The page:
Sison-Mangus, Marilou S. and Briscoe, Adriana D. and Zaccardi, Guillermo and Knüttel, Helge and Kelber, Almut
The lycaenid butterfly Polyommatus icarus uses a duplicated blue opsin to see green.
The Journal of Experimental Biology (JEB) 211 (3), pp. 361-369.
Other URL: http://jeb.biologists.org/cgi/content/abstract/211/3/361
The functional significance of gene duplication is rarely addressed at the level of animal behavior. Butterflies are excellent models in this regard because they can be trained and the use of their opsin-based visual pigments in color vision can be assessed. In the present study, we demonstrate that the lycaenid Polyommatus icarus uses its duplicate blue (B2) opsin, BRh2, in conjunction with its long-wavelength (LW) opsin, LWRh, to see color in the green part of the light spectrum extending up to 560 nm. This is in contrast to butterflies in the genus Papilio, which use duplicate LW opsins to discriminate colors in the long-wavelength range. We also found that P. icarus has a heterogeneously expressed red filtering pigment and red-reflecting ommatidia in the ventral eye region. In behavioural tests, the butterflies could not discriminate colors in the red range (570-640 nm). This finding is significant because we have previously found that the nymphalid butterfly Heliconius erato has filter-pigment mediated color vision in the long wavelength range. Our results suggest that lateral filtering pigments may not always influence color vision in insects.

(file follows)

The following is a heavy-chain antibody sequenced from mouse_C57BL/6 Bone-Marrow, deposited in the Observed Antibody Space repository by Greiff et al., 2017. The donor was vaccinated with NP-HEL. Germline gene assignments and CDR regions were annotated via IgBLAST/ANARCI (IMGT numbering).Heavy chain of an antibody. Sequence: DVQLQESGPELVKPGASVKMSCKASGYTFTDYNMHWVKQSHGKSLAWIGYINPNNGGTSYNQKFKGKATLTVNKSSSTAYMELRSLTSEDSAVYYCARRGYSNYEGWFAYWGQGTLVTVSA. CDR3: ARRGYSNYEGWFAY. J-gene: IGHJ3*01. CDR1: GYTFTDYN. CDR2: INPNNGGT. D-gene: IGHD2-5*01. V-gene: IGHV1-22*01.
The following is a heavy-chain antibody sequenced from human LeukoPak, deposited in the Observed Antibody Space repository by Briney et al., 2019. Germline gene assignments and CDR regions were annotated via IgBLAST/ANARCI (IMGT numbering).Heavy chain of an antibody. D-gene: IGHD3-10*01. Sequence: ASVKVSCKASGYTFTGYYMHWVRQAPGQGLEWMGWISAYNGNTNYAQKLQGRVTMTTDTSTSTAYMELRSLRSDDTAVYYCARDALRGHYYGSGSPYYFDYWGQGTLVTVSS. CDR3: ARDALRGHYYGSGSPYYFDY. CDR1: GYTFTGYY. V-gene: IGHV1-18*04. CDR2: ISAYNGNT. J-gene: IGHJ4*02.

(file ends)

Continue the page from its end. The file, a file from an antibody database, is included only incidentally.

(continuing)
|Date:||18 January 2008|
|Institutions:||Central Institutions > University Library|
|000253196400019||Web of Science ID|
|Keywords:||lycaenid, color vision, visual pigment, filter pigment, butterfly, opsin|
|Subjects:||500 Science > 570 Life sciences|
500 Science > 590 Zoological sciences
|Refereed:||Yes, this version has been refereed|
|Created at the University of Regensburg:||No|
Helge Knüttel (ADMIN)
|Deposited On:||22 Jan 2008 16:30|
|Last Modified:||20 Jul 2011 21:12|